Table 3 miR-27a-5p expression and promoter methylation levels
Fig. 2
Fig. 2

Expression levels of miRNA-27a-5p (a) and methylation levels of miR-27a-5p promoter (b) in cohort #1

MYC and miR-27a-5p in castration-resistant prostate cancer (cohort #2)

MYC and miR-27a-5p status were also assessed in a second cohort of FFPE tissues consisting of castration-resistant PCa (CRPC). Clinicopathological data from cohort #2 are depicted in Table 4. No statistically significant difference between PCa and MNPT samples were found for age. A significant increase in both MYC (P < 0.01) (Table 5, Fig. 3a) and miR-27a-5p (P < 0.001) (Table 5, Fig. 3b) expression levels was found in CRPC compared to MNPT. Contrarily, miR-27a-5p promoter methylation levels in CRPC were significantly lower than those found in MNPT (P < 0.001) (Table 5, Fig. 3c). Moreover, MYC overexpression correlated positively with miR-27a-5p expression levels (Spearman’s rho = 0.274; P < 0.05), whereas a significant inverse correlation was observed between miR-27a-5p promoter’s methylation and respective expression levels (Spearman’s rho = -0.434; P < 0.05).

Table 4 Clinical and pathological data of the FFPE tissues included in this study
Table 5 MYC and miR-27a-5p status in castration-resistant prostate cancer
Fig. 3
Fig. 3

MYC transcript levels (a), expression levels of miRNA-27a-5p (b) and methylation levels of miR-27a-5p promoter (c) in cohort #2

Characterization of MYC and miR-27a-5p status in PCa cell lines

PCa cell lines, LNCaP and PC3, displayed higher MYC expression levels in comparison with PNT2 (P < 0.001). In PC3 cells, MYC expression levels were 15 times higher than in PNT2 cells (Fig. 4a).

Fig. 4
Fig. 4

Expression of MYC in PCa cell lines (a); Expression (b) and methylation (c) of miR-27a-5p in PCa cell lines. Results are displayed after normalization to PNT2

Significant differences were found for miR-27a-5p expression and promoter methylation levels in LNCaP and PC3 cells compared to PNT2 (Fig. 4b, c). Indeed, LNCaP cells showed lower miRNA transcript levels (P < 0.001) and higher miR-27a-5p promoter methylation levels (P = 0.004), whereas in PC3 cell line, higher miR-27a-5p expression levels (P < 0.001) and lower methylation levels (P = 0.019) were apparent.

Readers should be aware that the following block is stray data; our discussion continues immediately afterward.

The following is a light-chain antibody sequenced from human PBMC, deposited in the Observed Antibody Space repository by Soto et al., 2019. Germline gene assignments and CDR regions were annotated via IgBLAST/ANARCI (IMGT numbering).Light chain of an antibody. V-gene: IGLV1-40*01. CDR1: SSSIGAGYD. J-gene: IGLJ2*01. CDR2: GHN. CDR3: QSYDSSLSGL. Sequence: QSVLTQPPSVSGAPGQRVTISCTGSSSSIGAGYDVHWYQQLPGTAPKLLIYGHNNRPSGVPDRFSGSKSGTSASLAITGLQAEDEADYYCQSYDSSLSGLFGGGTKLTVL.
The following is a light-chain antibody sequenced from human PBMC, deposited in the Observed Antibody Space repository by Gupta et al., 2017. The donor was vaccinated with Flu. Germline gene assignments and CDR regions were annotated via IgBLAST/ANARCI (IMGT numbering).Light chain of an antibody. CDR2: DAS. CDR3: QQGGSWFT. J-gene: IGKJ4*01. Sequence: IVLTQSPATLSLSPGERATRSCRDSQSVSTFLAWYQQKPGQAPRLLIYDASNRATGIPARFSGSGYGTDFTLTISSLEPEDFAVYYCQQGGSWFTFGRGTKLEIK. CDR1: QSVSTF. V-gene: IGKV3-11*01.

Impact of 5-AzaA-CdR exposure in PCa cell lines

To confirm whether miR-27a-5p expression was regulated by promoter methylation, PCa cell lines were exposed to 5-aza-2'deoxycytidine (5-Aza-CdR) (Fig. 5a, b), and a statistically significant reduction of miR-27a-5p promoter methylation levels was observed in both PCa cell lines (P < 0.05). However, significantly higher miR-27a-5p re-expression (50% increase) was only observed in LNCaP cells (P < 0.001).

Fig. 5
Fig. 5

Methylation and expression levels of in LNCaP (a) and in PC3 (b) upon 5-Aza-CdR treatment (results are displayed after normalization to mock). Real-time PCR analysis of c-Myc chromatin immunoprecipitation at miR-27a-5p promoter region in LNCaP and PC3 cell lines before and after 5-Aza-CdR exposure (c)

MicroRNA-27a-5p regulation by MYC signaling

In silico analysis for putative c-Myc-binding sites within miR-27a-5p promoter region was performed. c-Myc is known to bind to the canonical E-box sequence CACGTG17 and we identified one putative-binding site matching these sequence in miR-27a-5p promoter region. c-Myc regulation of miR-27a-5p expression was assessed in LNCaP cells (hypermethylated at miR-27a-5p’s promoter) and PC3 (hypomethylated at miR-27a-5p’s promoter) by ChIP (chromatin immunoprecipitation) and the results are depicted in Fig. 5c. A significant increase (P < 0.001) of c-Myc binding at miR-27a-5p promoter region was apparent in LNCaP 5-Aza-CdR-treated cells, whereas low c-Myc amount was found in mock cells. Conversely, in PC3, c-Myc enrichment was found at miR-27a-5p promoter both in mock and 5-Aza-CdR exposed PC3 cells. Therefore, our data suggest that miR-27a-5p is regulated by c-Myc depending on the methylation status of its promoter.